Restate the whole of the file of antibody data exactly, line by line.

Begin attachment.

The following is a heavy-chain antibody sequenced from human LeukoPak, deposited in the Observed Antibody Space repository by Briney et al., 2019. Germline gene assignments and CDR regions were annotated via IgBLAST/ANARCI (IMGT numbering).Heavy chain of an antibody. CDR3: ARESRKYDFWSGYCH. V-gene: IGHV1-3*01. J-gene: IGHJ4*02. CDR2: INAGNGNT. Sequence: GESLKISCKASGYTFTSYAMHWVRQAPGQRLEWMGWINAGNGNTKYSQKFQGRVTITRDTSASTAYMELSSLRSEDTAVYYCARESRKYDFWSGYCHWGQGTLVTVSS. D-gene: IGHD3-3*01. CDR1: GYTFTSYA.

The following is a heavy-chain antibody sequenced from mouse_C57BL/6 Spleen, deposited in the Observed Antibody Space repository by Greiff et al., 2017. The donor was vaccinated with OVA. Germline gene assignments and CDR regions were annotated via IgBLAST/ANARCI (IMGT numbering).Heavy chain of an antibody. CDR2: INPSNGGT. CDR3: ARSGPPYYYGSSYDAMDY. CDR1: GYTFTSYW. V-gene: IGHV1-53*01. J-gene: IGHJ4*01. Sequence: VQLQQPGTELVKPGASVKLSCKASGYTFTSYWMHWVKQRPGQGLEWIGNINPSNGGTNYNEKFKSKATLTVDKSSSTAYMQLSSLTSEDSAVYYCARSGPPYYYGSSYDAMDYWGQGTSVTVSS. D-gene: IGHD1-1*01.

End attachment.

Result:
The following is a heavy-chain antibody sequenced from human LeukoPak, deposited in the Observed Antibody Space repository by Briney et al., 2019. Germline gene assignments and CDR regions were annotated via IgBLAST/ANARCI (IMGT numbering).Heavy chain of an antibody. CDR3: ARESRKYDFWSGYCH. V-gene: IGHV1-3*01. J-gene: IGHJ4*02. CDR2: INAGNGNT. Sequence: GESLKISCKASGYTFTSYAMHWVRQAPGQRLEWMGWINAGNGNTKYSQKFQGRVTITRDTSASTAYMELSSLRSEDTAVYYCARESRKYDFWSGYCHWGQGTLVTVSS. D-gene: IGHD3-3*01. CDR1: GYTFTSYA.

The following is a heavy-chain antibody sequenced from mouse_C57BL/6 Spleen, deposited in the Observed Antibody Space repository by Greiff et al., 2017. The donor was vaccinated with OVA. Germline gene assignments and CDR regions were annotated via IgBLAST/ANARCI (IMGT numbering).Heavy chain of an antibody. CDR2: INPSNGGT. CDR3: ARSGPPYYYGSSYDAMDY. CDR1: GYTFTSYW. V-gene: IGHV1-53*01. J-gene: IGHJ4*01. Sequence: VQLQQPGTELVKPGASVKLSCKASGYTFTSYWMHWVKQRPGQGLEWIGNINPSNGGTNYNEKFKSKATLTVDKSSSTAYMQLSSLTSEDSAVYYCARSGPPYYYGSSYDAMDYWGQGTSVTVSS. D-gene: IGHD1-1*01.